Sometimes it’s easy to get despondent about bugs showing up in software you write. It’s possible to spend so long on a project that it almost feels like one of your children; any perceived imperfection hits you at your core. We’ve been doing some bugfixing lately, and it can occasionally feel a bit like you’re playing whack-a-mole.
But then you use other software.
I’ve been playing with a major open source PHP survey tool with the brief of making it work in Japanese and Chinese (on a Win2003 IIS box). Now, allegedly it can support these character sets, but in fact it has a little difficulty – so I spent a couple of hours adding the right headers and tweaking things to make it end-to-end UTF-8 compliant. It’ll now take pretty much any character set you throw at it; great.
Until you try and export the data to CSV, so you can import it into Excel. It turns out that Excel has a little buglet when you import CSV files – it ignores the character set and basically assumes everything’s in ASCII. In particular, Japanese looks a bit like a kitten has had a little dance across the keyboard; it’s total gibberish. It turns out you have to rename the CSV file so it has a .txt extension, in order to trigger Excel’s “tell me all about this file because I don’t understand” wizard, which asks you how it’s encoded and makes everything okay again.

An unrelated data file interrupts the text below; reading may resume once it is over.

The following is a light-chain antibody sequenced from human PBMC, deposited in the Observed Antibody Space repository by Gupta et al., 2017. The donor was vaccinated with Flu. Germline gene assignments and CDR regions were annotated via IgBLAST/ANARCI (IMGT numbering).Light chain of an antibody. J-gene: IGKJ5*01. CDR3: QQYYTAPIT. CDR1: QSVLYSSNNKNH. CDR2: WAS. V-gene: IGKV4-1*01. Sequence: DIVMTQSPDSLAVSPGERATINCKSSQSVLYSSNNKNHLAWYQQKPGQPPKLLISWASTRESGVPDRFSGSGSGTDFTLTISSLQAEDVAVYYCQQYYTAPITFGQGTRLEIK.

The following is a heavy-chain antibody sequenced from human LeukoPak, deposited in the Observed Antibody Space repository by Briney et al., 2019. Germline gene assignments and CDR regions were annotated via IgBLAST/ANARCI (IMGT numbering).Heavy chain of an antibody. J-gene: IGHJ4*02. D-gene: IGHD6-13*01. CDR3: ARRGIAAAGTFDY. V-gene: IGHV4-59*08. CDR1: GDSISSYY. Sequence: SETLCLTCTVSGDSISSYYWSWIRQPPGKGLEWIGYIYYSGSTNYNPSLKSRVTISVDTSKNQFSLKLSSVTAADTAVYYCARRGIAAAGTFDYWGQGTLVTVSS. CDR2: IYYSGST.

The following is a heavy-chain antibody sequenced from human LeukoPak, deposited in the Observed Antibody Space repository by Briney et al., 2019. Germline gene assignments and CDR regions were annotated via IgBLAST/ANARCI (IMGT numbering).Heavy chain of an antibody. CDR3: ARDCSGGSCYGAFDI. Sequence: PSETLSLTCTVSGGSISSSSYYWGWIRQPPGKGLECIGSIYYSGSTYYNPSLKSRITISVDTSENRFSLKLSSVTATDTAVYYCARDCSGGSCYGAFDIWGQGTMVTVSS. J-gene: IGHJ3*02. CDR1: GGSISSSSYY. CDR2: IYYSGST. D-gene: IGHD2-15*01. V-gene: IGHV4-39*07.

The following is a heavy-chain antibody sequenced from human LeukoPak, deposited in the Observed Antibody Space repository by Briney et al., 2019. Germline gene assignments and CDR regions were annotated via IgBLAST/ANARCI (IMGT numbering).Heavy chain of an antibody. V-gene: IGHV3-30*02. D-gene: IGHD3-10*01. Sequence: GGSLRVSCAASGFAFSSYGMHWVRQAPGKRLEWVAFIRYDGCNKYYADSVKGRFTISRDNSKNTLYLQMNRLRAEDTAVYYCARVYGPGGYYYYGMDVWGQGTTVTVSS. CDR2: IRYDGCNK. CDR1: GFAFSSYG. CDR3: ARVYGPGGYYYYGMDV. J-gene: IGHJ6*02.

After this little adventure, I feel much better about everything. Bugfixing is continuing apace (and will speed up as of next week), but on reflection I think we compare rather well.
This has been an unashamedly techie post, and I apologise – my next one will be about mountain vistas, blue sky thinking and synergy. Or something.
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